Philanthropy, Technology and Democracy in Nigeria

Philanthropy, Technology and Democracy in Nigeria

By John Palfrey

Before coming to the MacArthur Foundation as its sixth president in 2019, I spent much of my career studying and advocating for the use of technology to promote democracy and good governance around the world. I’m excited by the opportunities of a world in which technology strengthens democracy—though I have real fears about what technology can do in the hands of tyrants, as we are seeing in Europe today. And I feel enormously grateful to have a chance to talk about how my colleagues and I are working alongside all of you to ensure that peoples’ voices around the world, and especially here in Nigeria, are heard in the halls of power.

To that end, I’d like to focus on what philanthropy can do to be more effective partners in strengthening democracy through civic technology and supporting the organizations, practices, and leaders to meet those needs. I’ll talk about the urgent challenges in front of us now, and what we are doing at MacArthur to model the changes we want to see in the way our sector operates. 

Our mission at the MacArthur Foundation is to build a more just, verdant, and peaceful world. We have strived toward that goal for more than forty years. And I’m proud to say that, since our founding, we have been a stalwart champion of people and organizations that never stopped believing that the arc of the moral universe CAN bend toward justice. 

MacArthur is known the world over for its Fellows program, now in its fifth decade of honoring exceptionally creative individuals. I would highlight the fellowship we awarded to the notable Nigerian, Chimamanda Ngozi Adichie. Equally important, our grantmaking in the areas of peace, justice, the environment, and journalism and media have supported effective institutions and influential networks around the world with grants in the billions of dollars since 1978.

The Foundation has been working in Nigeria for more than 30 years in a variety of fields, including population and reproductive health, higher education, girls’ secondary education, criminal justice, and human rights. In 1994, we opened an office in Ibadanand moved to Abuja in 2000, led by Dr. Kole Shettima, esteemed and indefatigable Director of our Africa office and his wonderful team of Staff members.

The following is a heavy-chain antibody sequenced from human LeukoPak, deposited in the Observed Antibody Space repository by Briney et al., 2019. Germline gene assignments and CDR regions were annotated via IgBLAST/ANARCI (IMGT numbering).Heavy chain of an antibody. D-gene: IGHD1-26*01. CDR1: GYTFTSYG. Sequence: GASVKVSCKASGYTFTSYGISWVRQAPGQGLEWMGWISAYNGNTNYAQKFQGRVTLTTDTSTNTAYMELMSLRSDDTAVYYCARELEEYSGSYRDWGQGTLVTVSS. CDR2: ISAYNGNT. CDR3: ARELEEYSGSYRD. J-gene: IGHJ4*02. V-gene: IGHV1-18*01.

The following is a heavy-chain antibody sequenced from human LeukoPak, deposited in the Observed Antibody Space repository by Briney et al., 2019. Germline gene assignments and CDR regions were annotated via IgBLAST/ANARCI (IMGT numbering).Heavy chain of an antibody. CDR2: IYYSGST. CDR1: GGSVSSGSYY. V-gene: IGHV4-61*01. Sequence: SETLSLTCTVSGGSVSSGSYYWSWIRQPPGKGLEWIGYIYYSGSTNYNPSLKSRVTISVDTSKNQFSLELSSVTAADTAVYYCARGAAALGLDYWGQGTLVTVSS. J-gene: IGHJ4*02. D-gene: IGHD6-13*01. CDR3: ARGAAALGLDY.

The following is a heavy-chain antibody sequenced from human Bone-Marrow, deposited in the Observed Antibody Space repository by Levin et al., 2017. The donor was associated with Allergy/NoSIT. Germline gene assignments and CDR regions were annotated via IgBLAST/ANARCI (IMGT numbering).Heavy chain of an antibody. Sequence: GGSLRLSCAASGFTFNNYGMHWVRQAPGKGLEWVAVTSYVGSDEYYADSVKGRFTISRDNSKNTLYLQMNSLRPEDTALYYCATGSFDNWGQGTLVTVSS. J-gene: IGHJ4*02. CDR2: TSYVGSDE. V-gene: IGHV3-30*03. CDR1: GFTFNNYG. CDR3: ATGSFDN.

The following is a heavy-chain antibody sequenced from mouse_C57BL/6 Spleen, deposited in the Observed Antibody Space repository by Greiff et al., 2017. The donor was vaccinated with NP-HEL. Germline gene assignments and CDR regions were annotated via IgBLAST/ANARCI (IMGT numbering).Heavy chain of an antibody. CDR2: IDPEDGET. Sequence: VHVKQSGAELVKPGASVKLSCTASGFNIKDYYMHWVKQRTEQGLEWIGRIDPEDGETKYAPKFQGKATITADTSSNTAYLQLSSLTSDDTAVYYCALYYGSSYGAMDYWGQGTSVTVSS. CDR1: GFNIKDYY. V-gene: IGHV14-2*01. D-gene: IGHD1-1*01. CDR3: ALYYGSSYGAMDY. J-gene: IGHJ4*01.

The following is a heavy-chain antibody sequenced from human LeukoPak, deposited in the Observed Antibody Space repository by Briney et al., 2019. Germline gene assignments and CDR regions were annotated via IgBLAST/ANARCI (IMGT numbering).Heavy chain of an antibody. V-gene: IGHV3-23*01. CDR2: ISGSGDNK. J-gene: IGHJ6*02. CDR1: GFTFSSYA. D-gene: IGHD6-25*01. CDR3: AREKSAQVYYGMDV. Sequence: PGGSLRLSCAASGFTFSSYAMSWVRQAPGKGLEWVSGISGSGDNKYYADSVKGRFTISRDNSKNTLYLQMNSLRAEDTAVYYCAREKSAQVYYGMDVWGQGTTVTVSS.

Of course, the world is a vastly different place than when MacArthur Foundation first started making grants and partnering with the Yar’Adua Centre and others. We need to recognize the ways the context has changed, and together imagine a better future. Today I focus on the effects of seismic changes in technology and how all of us—most certainly our young people—get our news and information, interact with the health care system, get jobs, and participate in civic life.

The internet, social media, and our mobile phones have completely transformed communications and touched virtually every aspect of life. Information—and disinformation—is more readily accessible than ever before in human history. All these technological developments have implications for democracy and for interaction between citizens and people in power.

And yet, in 2021, so much remains unchanged. So many massive problems remain to be solved. Some problems are so entrenched that they are woven into the fabric of our shared experience. . . poverty. . . inequality. . . climate change. . . corruption. These things are true in Nigeria as well as in the United States and India where we also have offices.

It’s no secret that these challenges disproportionately affect people who are already among the most marginalized. . . And that is the hard truth behind why these problems still exist. Corruption destroys countries and impoverishes people. A thriving Nigeria—with its rich natural resources, young and growing population, and continental leadership—is one of the most important goals for the world today.

Our work in Nigeria focuses on reducing corruption by supporting Nigerian-led efforts to promote an atmosphere of accountability, transparency, and good governance. We are driving improvements in the criminal justice system, bolstering independent media and journalism, supporting a diverse and vibrant civil society, and promoting behavior change to show that progress is possible.